Wei-Yin Chen, Baltimore Orioles (37.7%)

The last thing Wei-Yin Chen will compel you to do is awe in astonishment when he’s on the mound. He’s as boring a fantasy starter as they come, but in many ways that’s a great thing. In 20 of his 29 starts this season, Chen has gone at least six innings, with 12 of those involving seven or more frames of work. An even more impressive stat than those follows: 23 of Chen’s 29 starts have seen him pitch at least five innings without allowing more than three earned runs, and in 18 of them he didn’t give up any more than two. Of course, this consistency has been the only net positive to his performance (hence the low ownership rate,) as his league-average 19.3 K percentage and sky-high 1.40 HR/9 rate have helped labeled him as no more than a streaming option in most leagues. If you’re pitching-desperate, however, you can’t afford to let those deficiencies scare you into taking a flier. With only two more weeks left in the season, Chen is a safe bet to continue being as steady as they come.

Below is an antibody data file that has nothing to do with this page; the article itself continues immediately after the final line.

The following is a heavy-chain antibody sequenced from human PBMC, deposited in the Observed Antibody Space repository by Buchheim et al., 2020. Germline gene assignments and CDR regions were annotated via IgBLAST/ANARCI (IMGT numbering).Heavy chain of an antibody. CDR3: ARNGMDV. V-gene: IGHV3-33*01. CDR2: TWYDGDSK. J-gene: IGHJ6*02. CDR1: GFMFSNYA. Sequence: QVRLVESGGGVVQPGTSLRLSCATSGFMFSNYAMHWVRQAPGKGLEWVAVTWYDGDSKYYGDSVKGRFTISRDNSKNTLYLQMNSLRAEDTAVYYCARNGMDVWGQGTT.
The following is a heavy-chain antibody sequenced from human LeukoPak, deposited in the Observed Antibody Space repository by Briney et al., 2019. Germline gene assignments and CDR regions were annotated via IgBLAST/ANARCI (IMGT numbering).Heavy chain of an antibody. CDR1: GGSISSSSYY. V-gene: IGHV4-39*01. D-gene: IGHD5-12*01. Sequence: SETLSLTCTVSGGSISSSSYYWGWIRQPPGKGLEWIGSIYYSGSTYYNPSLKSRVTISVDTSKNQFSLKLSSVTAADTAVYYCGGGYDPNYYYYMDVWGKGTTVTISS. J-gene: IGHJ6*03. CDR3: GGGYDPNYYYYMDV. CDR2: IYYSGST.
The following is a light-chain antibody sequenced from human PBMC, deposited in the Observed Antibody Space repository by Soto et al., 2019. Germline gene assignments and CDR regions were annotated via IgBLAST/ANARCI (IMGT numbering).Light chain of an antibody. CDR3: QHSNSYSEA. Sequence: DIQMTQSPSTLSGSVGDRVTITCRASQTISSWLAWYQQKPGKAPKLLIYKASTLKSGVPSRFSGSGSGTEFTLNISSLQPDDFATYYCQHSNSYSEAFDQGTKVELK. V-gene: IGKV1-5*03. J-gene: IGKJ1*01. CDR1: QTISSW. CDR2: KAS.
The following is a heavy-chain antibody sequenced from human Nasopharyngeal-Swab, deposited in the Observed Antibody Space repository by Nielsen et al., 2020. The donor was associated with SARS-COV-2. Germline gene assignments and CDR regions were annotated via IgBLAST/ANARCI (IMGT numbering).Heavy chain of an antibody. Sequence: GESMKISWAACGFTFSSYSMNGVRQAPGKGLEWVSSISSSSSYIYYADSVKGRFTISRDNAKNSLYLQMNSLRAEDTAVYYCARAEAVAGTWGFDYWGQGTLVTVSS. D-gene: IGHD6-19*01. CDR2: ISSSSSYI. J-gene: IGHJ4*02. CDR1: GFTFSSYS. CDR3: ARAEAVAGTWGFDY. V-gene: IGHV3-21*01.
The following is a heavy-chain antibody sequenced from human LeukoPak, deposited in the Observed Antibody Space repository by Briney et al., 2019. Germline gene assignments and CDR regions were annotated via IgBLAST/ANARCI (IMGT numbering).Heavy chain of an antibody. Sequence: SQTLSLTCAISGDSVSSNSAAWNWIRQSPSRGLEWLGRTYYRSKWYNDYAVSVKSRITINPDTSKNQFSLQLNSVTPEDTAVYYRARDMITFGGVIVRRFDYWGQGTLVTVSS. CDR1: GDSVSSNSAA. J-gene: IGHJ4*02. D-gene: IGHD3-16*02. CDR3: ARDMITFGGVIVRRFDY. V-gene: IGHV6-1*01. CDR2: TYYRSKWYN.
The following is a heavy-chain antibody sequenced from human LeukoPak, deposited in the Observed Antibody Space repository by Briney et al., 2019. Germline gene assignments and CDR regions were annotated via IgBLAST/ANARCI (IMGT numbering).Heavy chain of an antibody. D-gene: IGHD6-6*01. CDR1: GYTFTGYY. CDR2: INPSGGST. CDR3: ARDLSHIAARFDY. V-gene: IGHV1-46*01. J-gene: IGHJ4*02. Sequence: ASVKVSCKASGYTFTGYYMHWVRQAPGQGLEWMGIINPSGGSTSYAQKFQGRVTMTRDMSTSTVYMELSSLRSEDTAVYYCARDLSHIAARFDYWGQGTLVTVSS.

Kris Medlen, Kansas City Royals (29.9%)

Don’t pick up Kris Medlen expecting him to go all 2012 second-half on the American League, as the Royals are very much content on limiting his pitch count start-to-start, and Medlen doesn’t strike out nearly as many batters now as he did back then. I’m suggesting you do so for his steady, no-nonsense approach to a ballgame; the kind that harkens back to the good ol’ days where 6+ K/9 guys can have plenty success in the Majors just for trusting their defense and forbidding walks. A 53.4% groundball rate and a mid-2 BB/9 add coal to the fire, while helping accentuate Medlen’s appeal as a “reach for the stars” grab, especially in knee-deep mixed leagues. Again, I can’t stress enough how anemic his strikeout totals will be, and like practically every other starter I’ve mentioned so far, home runs appear to be a bugaboo you’ll have to live with, as his 0.92 HR/9 indicates. Still, I like Medlen’s approach a whole lot; he understands the importance of cutting his fastball inside and out to both righties and lefties and enforces that into his pitching style (which is, again, inviting a wealth of contact) as a means to work efficiently and to his pitch limit. Another thing I like about him is his rock solid 25.3% Hard-hit percentage, suggesting that his stuff plays everywhere when his two-seam fastball is REALLY sinking.

Rick Porcello, Boston Red Sox (26.3%)